Despite his enormous success, Lauren remains grounded and dedicated to his craft. He once said, “I don’t design clothes. I design dreams.” And indeed, his designs have become a symbol of the American dream. Through hard work, dedication, and a deep love of fashion, Ralph Lauren has become one of the most successful fashion designers of all time worn and loved by all.


Fashion Trends and Influence: Early 2000s

Oh, the early 2000s, what a time to be alive! It was a time when the internet was just starting to gain momentum, and flip phones were all the rage. But most importantly, it was a time when fashion was…interesting, to say the least. Let’s take a trip down memory lane and revisit the trends that defined the early 2000s and today… withstanding the quick turnarounds of internet fashion trends.

First up, we have the infamous low-rise jeans. These were the pants that were so low, they might as well have been a skirt. They were popularized by pop stars like Britney Spears and Christina Aguilera, who paired them with belly-baring tops to really show off their midriffs. But what influenced this trend? I have a theory: it was all those low-rise thongs that were also popular at the time. I mean, why wear a regular pair of pants when you can wear a pants-thong combo? adding an extra pop of color never hurt no one.

Next, we have the velour tracksuit. Juicy Couture was the brand that made this trend famous, and it quickly became a staple in every fashion-conscious woman’s wardrobe. I mean, who wouldn’t want to wear an outfit that simultaneously made you look like you were about to hit the gym and lounge on a couch all day? But who influenced this trend? Paris Hilton. She was the queen of the early 2000s, and if she wore a velour tracksuit, you can bet your bottom dollar that everyone else was going to wear one too. Juicy Couture is now making a comeback to their traditional sweat suit world of velvet sweatpants and zip-ups, Uggs, and a handbag with a small dog to hide in.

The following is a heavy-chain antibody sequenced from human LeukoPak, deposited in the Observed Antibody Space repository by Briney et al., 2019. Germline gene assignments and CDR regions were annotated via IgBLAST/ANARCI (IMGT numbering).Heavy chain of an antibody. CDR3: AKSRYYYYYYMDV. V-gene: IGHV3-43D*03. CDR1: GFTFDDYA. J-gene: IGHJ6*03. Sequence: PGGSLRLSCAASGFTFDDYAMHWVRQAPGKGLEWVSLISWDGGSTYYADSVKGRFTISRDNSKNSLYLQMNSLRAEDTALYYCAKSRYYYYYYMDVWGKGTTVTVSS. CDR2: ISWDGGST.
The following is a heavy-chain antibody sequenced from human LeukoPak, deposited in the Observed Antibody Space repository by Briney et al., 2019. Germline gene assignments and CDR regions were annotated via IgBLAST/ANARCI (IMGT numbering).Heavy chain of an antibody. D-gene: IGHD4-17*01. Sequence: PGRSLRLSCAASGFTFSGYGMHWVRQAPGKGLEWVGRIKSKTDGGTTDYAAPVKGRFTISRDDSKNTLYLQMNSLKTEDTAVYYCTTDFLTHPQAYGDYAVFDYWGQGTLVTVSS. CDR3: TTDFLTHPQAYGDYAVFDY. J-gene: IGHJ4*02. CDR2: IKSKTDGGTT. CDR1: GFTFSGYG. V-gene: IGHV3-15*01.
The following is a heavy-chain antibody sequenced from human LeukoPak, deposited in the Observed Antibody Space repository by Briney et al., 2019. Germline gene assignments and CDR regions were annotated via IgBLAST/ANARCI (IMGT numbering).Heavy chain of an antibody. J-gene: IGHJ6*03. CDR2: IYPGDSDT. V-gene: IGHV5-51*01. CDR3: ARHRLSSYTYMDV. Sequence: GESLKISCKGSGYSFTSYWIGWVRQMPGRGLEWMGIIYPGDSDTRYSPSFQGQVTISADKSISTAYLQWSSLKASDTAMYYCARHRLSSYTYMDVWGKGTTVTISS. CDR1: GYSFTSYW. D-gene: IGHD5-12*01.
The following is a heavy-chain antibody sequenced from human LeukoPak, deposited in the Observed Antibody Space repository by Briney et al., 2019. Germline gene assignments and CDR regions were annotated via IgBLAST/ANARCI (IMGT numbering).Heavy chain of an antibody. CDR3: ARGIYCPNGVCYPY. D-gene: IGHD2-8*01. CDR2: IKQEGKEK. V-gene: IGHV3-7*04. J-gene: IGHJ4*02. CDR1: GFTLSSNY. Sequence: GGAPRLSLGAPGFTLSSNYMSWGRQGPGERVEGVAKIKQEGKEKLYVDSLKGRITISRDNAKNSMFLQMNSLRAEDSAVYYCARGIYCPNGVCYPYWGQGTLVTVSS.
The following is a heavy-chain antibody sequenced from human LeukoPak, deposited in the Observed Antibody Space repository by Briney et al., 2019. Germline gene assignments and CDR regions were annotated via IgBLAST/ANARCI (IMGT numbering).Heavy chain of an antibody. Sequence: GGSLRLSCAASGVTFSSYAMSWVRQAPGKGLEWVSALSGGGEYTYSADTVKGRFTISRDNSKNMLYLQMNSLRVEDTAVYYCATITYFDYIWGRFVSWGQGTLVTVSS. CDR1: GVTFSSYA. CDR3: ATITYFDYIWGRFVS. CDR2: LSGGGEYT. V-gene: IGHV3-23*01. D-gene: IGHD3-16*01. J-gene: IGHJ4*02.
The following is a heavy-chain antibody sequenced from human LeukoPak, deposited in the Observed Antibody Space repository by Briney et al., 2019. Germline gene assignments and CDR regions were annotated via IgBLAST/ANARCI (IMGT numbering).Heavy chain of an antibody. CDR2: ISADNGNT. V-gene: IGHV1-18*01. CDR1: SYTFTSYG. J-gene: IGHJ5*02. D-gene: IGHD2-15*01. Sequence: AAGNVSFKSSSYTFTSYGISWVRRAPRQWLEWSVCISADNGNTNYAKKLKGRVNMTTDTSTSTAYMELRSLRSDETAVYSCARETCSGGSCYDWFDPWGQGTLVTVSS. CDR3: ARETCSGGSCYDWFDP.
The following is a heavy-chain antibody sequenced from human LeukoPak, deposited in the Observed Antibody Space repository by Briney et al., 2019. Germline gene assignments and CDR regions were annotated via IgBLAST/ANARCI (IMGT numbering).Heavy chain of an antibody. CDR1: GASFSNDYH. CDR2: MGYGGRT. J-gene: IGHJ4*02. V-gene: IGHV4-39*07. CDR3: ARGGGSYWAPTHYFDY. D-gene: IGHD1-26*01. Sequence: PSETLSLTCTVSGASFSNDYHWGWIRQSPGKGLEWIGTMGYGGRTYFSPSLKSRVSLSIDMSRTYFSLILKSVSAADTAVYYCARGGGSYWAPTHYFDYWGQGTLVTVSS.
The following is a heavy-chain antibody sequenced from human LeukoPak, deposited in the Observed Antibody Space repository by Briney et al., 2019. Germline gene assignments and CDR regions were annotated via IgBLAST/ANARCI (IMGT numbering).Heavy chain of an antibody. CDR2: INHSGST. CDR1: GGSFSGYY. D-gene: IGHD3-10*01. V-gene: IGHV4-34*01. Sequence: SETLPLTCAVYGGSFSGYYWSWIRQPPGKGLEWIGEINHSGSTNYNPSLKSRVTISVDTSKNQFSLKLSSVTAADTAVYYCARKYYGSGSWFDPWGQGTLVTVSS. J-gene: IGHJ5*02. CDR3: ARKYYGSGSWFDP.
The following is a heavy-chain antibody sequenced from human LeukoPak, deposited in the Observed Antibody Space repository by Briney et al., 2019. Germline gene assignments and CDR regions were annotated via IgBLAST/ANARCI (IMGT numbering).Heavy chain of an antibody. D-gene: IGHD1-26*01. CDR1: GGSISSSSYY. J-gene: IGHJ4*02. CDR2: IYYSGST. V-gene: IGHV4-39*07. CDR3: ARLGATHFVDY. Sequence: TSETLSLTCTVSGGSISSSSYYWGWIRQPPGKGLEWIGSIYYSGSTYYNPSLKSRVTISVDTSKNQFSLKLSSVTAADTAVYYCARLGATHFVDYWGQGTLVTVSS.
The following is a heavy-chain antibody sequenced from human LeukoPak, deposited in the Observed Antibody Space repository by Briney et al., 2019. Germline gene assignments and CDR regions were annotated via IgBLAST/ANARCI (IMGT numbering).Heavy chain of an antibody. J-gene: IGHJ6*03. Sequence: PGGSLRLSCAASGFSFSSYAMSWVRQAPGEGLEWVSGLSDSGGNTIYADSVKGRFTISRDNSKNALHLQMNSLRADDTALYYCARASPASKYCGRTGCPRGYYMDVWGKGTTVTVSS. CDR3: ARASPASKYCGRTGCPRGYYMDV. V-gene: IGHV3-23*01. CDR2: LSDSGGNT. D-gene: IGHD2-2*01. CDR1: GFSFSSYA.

Another trend that dominated the early 2000s was the mini skirt. And when I say mini, I mean mini. These skirts were so short, you had to be careful not to bend over too far, or you might give everyone a show. But what influenced this trend? I think it was a combination of things. For one, the 90s grunge aesthetic was still going strong, and what better way to rebel against that than by showing some leg? But I also think it had to do with the rise of reality TV. Shows like The Simple Life and Laguna Beach featured young, attractive people who were constantly out and about, and what better way to show off your socialite status than by wearing a mini skirt and a graphic tee about how much you hate your ex? Now… 20 years later, the new rendition of the mini skirt “ironic” look is back and stronger than ever. Small brands like “OGBFF” have brought in the screen printing version of the mini skirt and other internet hot girl looks. Bringing back the traditional “bimbo” look that is being chased now.